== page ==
Oklahoma Newspaper Losing Subscribers and Advertisers in Wake of Hillary Endorsement


hillary-clinton-4-e1474928601834A small Oklahoma newspaper has suffered from a loss of subscribers and advertisers in the weeks since its editorial board endorsed Democratic presidential nominee Hillary Clinton for president.

The Enid News & Eagle joined a number of other historically conservative local newspapers this year in bucking the tradition of endorsing the Republican candidate and picking Clinton over Donald Trump. When the paper published the endorsement in early October, it was the first time since the paper was founded in 1893 that it endorsed a Democrat in a presidential race.

However, as the New York Times reported, many in the sleepy town of 52,000 haven’t forgiven the News & Eagle for the decision:

The News & Eagle, with a circulation of 10,000, lost 162 subscribers who canceled the paper. Eleven advertisers pulled their ads, including a funeral home that had a sizable account. Someone stuck a “Crooked Hillary” bumper sticker on the glass doors of the paper’s downtown office. A man left a late-night message on the publisher’s voice mail, expressing his hope that readers would deliver, to put it delicately, a burning sack of steaming excrement to the paper.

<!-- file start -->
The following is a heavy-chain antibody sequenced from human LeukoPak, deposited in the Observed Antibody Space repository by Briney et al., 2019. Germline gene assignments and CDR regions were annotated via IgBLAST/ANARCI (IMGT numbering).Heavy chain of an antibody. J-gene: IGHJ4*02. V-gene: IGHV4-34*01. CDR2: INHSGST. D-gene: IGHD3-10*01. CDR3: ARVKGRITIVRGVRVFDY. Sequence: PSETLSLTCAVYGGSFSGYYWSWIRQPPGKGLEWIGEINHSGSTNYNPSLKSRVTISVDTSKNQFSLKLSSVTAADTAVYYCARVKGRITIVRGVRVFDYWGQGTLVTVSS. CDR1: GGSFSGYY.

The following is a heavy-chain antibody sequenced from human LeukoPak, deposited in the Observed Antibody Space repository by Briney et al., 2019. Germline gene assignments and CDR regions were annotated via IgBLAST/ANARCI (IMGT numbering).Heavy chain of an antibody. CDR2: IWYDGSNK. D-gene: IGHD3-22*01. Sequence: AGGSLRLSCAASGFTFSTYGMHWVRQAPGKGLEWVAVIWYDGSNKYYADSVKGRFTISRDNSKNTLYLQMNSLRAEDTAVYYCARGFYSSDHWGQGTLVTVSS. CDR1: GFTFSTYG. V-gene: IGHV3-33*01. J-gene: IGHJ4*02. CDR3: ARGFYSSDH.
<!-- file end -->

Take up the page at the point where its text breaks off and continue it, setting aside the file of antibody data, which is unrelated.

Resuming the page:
Despite other Republican-leaning papers not really seeing much of a negative fallout with their readerships over their Clinton endorsements, the News & Eagle‘s audience hasn’t been as forgiving. The town’s ex-mayor withdrew from an event sponsored by the paper meant to honor community leaders. They’ve also received a large number of calls, letters, and emails criticizing the endorsement.

While the paper stands by the choice to call on Clinton to be elected, it is doing its best to limit the damage in one the reddest parts of the country:

One reader who stopped taking the paper said it was still trying to woo him back by delivering an occasional copy to his doorstep. The executive editor, Rob Collins, has worked the phones, talking to subscribers who had canceled or threatened to do so.

A senior writer for the paper also described an incident when a man confronted him in a steakhouse over the endorsement, threatening to beat him up. While the reporter was able to eat without physical violence occurring, he did say that it shows that there is “almost a sense of betrayal” felt by many citizens in the town regarding the Clinton pick.

[image via screengrab]

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